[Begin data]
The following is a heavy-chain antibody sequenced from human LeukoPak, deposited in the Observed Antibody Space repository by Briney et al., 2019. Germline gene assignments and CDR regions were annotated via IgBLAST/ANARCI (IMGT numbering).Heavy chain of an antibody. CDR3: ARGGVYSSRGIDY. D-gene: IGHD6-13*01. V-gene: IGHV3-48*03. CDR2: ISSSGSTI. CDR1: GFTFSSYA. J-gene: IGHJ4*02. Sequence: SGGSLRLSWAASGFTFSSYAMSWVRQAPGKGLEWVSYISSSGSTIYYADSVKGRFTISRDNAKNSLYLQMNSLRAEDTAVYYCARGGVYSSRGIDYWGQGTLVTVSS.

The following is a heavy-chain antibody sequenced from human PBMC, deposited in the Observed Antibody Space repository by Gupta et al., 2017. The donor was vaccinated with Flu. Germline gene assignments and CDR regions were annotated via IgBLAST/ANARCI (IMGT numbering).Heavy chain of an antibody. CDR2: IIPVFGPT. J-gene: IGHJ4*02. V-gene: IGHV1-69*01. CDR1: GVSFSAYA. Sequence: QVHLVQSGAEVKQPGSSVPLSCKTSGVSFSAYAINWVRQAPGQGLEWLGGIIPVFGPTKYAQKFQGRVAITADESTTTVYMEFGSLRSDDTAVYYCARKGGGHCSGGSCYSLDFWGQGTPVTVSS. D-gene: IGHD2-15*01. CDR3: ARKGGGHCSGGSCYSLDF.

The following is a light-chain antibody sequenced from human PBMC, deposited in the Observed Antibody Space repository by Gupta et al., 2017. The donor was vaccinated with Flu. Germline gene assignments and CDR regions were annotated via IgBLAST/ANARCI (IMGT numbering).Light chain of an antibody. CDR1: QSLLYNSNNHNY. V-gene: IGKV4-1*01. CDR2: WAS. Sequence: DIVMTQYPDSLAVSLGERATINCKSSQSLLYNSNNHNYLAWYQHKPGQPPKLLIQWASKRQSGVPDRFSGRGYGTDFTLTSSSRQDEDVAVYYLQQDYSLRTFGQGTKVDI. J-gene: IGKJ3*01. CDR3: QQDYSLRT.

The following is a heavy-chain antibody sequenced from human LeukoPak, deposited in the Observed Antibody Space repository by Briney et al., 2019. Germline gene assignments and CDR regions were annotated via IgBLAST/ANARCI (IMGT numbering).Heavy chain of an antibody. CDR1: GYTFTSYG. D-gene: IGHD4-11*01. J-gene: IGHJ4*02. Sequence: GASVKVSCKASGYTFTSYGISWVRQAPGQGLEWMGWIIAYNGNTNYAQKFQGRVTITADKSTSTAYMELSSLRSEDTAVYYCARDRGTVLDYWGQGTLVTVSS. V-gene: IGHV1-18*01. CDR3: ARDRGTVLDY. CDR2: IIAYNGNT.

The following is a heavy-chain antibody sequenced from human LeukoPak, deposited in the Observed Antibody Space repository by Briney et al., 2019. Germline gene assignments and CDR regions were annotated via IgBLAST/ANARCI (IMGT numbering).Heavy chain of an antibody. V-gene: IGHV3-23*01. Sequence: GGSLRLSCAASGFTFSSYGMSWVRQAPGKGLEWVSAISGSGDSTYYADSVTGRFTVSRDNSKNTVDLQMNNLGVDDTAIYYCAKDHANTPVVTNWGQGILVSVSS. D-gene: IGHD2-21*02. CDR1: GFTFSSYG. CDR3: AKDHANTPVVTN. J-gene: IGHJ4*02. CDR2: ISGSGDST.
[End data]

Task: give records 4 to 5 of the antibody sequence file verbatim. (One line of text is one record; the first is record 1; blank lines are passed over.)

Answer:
The following is a heavy-chain antibody sequenced from human LeukoPak, deposited in the Observed Antibody Space repository by Briney et al., 2019. Germline gene assignments and CDR regions were annotated via IgBLAST/ANARCI (IMGT numbering).Heavy chain of an antibody. CDR1: GYTFTSYG. D-gene: IGHD4-11*01. J-gene: IGHJ4*02. Sequence: GASVKVSCKASGYTFTSYGISWVRQAPGQGLEWMGWIIAYNGNTNYAQKFQGRVTITADKSTSTAYMELSSLRSEDTAVYYCARDRGTVLDYWGQGTLVTVSS. V-gene: IGHV1-18*01. CDR3: ARDRGTVLDY. CDR2: IIAYNGNT.

The following is a heavy-chain antibody sequenced from human LeukoPak, deposited in the Observed Antibody Space repository by Briney et al., 2019. Germline gene assignments and CDR regions were annotated via IgBLAST/ANARCI (IMGT numbering).Heavy chain of an antibody. V-gene: IGHV3-23*01. Sequence: GGSLRLSCAASGFTFSSYGMSWVRQAPGKGLEWVSAISGSGDSTYYADSVTGRFTVSRDNSKNTVDLQMNNLGVDDTAIYYCAKDHANTPVVTNWGQGILVSVSS. D-gene: IGHD2-21*02. CDR1: GFTFSSYG. CDR3: AKDHANTPVVTN. J-gene: IGHJ4*02. CDR2: ISGSGDST.